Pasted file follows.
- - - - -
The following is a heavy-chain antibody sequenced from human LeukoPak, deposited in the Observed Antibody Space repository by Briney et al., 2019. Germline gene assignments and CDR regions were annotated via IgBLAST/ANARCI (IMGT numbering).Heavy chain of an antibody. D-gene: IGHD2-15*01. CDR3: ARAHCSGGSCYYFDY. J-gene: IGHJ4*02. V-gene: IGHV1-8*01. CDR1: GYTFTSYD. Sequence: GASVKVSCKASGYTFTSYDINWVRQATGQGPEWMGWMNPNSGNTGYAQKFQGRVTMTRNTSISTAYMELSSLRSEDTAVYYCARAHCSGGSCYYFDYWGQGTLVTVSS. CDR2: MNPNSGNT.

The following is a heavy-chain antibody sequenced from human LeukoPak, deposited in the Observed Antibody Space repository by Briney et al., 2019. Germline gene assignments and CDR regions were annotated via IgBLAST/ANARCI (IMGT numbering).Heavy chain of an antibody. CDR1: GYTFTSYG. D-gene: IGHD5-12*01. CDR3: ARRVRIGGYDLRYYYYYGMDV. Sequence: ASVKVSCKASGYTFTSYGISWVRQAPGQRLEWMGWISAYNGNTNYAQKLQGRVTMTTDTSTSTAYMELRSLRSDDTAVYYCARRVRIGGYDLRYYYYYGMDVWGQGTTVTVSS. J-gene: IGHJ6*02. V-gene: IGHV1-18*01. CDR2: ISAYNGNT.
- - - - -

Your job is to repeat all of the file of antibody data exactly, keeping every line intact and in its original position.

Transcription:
The following is a heavy-chain antibody sequenced from human LeukoPak, deposited in the Observed Antibody Space repository by Briney et al., 2019. Germline gene assignments and CDR regions were annotated via IgBLAST/ANARCI (IMGT numbering).Heavy chain of an antibody. D-gene: IGHD2-15*01. CDR3: ARAHCSGGSCYYFDY. J-gene: IGHJ4*02. V-gene: IGHV1-8*01. CDR1: GYTFTSYD. Sequence: GASVKVSCKASGYTFTSYDINWVRQATGQGPEWMGWMNPNSGNTGYAQKFQGRVTMTRNTSISTAYMELSSLRSEDTAVYYCARAHCSGGSCYYFDYWGQGTLVTVSS. CDR2: MNPNSGNT.

The following is a heavy-chain antibody sequenced from human LeukoPak, deposited in the Observed Antibody Space repository by Briney et al., 2019. Germline gene assignments and CDR regions were annotated via IgBLAST/ANARCI (IMGT numbering).Heavy chain of an antibody. CDR1: GYTFTSYG. D-gene: IGHD5-12*01. CDR3: ARRVRIGGYDLRYYYYYGMDV. Sequence: ASVKVSCKASGYTFTSYGISWVRQAPGQRLEWMGWISAYNGNTNYAQKLQGRVTMTTDTSTSTAYMELRSLRSDDTAVYYCARRVRIGGYDLRYYYYYGMDVWGQGTTVTVSS. J-gene: IGHJ6*02. V-gene: IGHV1-18*01. CDR2: ISAYNGNT.